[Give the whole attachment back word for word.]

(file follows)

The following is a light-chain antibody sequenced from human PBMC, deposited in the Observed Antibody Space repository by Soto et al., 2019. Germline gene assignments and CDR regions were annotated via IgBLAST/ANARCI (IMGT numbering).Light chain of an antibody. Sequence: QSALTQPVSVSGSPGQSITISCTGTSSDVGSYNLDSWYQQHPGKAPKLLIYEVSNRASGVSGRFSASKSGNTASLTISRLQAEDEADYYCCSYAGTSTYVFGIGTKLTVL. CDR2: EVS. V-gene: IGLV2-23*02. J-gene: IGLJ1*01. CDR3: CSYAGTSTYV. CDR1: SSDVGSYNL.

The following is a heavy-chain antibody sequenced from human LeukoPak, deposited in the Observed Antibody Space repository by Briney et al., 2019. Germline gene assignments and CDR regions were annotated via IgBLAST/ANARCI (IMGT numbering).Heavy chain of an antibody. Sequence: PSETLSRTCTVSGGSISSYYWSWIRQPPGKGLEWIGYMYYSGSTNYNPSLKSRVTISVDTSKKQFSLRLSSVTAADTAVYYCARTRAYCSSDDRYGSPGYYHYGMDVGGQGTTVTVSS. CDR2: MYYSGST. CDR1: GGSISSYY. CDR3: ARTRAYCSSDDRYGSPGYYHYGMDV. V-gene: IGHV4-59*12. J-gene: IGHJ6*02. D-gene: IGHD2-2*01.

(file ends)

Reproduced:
The following is a light-chain antibody sequenced from human PBMC, deposited in the Observed Antibody Space repository by Soto et al., 2019. Germline gene assignments and CDR regions were annotated via IgBLAST/ANARCI (IMGT numbering).Light chain of an antibody. Sequence: QSALTQPVSVSGSPGQSITISCTGTSSDVGSYNLDSWYQQHPGKAPKLLIYEVSNRASGVSGRFSASKSGNTASLTISRLQAEDEADYYCCSYAGTSTYVFGIGTKLTVL. CDR2: EVS. V-gene: IGLV2-23*02. J-gene: IGLJ1*01. CDR3: CSYAGTSTYV. CDR1: SSDVGSYNL.

The following is a heavy-chain antibody sequenced from human LeukoPak, deposited in the Observed Antibody Space repository by Briney et al., 2019. Germline gene assignments and CDR regions were annotated via IgBLAST/ANARCI (IMGT numbering).Heavy chain of an antibody. Sequence: PSETLSRTCTVSGGSISSYYWSWIRQPPGKGLEWIGYMYYSGSTNYNPSLKSRVTISVDTSKKQFSLRLSSVTAADTAVYYCARTRAYCSSDDRYGSPGYYHYGMDVGGQGTTVTVSS. CDR2: MYYSGST. CDR1: GGSISSYY. CDR3: ARTRAYCSSDDRYGSPGYYHYGMDV. V-gene: IGHV4-59*12. J-gene: IGHJ6*02. D-gene: IGHD2-2*01.